Planting the love of Jesus deep within the heart of New Orleans
By Sherye Green
Georg Ross’s zeal for sowing seeds of God’s love into the hearts and lives of individuals and communities has been years in the making. The whisper of the Lord’s voice, which George answered at age 11, grew into a call of ministry on his life throughout his college years in the early 1990s. Now almost three decades later, that same vision has expanded in ways he and his wife, Joy, could never have imagined.
The Rosses have made New Orleans their home since 2013, when they were appointed as Send City missionaries by the North American Mission Board (NAMB). The couple are committed to doing all they can to spread God’s love and share His empowering Word. They are also advocates for the work done through the Send Relief Ministry Center in the city.
The Send North America initiative was created in 2011 by NAMB to plant churches in 32 strategic cities across the United States, Canada, and their territories. Send Relief focuses on meeting the needs of individuals and families in communities compromised in some way because of crisis or circumstance. Its five main focus areas are poverty, refugees and internationals, foster care and adoption, human trafficking, and crisis response.
Planting deep roots of faith
“As a Send City missionary, I am an advocate for the city of New Orleans,” George shares. “Our ministry works with established churches to plant churches in the unreached and unchurched parts of our city. Joy and I work together providing planter care to our church planters and families across New Orleans.”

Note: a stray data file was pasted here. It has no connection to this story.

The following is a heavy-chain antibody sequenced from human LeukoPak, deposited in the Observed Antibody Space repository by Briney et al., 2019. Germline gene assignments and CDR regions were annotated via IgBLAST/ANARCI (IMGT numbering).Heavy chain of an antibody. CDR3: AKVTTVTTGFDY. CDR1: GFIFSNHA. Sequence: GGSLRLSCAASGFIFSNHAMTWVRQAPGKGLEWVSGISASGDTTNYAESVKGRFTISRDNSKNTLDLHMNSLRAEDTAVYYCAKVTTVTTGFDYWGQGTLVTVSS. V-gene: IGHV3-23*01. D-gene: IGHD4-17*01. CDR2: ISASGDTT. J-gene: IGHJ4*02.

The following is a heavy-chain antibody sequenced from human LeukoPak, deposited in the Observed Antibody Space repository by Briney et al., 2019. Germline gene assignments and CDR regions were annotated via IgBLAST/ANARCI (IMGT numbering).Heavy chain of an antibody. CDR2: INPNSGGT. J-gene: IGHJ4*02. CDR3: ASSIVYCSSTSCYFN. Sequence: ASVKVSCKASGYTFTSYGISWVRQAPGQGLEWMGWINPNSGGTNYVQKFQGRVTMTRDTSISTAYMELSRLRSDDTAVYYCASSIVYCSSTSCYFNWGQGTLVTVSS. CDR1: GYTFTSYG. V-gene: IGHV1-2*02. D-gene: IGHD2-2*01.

The need for church planting is great in New Orleans. The city, with a population of more than 1 million people, has only one Southern Baptist church for every 7,252 people. Projections are to plant 50 new churches in New Orleans in the next ten years.
Founded more than three centuries ago, New Orleans has a culture as rich and diverse as the people who call The Big Easy home. George says ministering in New Orleans, however, is anything but easy. “New Orleans is a spiritually hard city. As one long-term pastor put it, ‘You better wake up each day with a purpose in New Orleans, or you will get punched in the face!’ A history of spiritualism, generational religion, poverty, and crime are only a few of the difficulties one encounters on a daily basis.”
George and Joy both agree, “Living and doing ministry here requires an unshakable pursuit! It is impossible to thrive when you are not passionately pursuing Christ.” Inherent in their eagerness to see new churches blossom in the greater New Orleans area is their desire to nurture and protect church leaders—pastors, their spouses, and children—in ways that will allow them to thrive at the same time.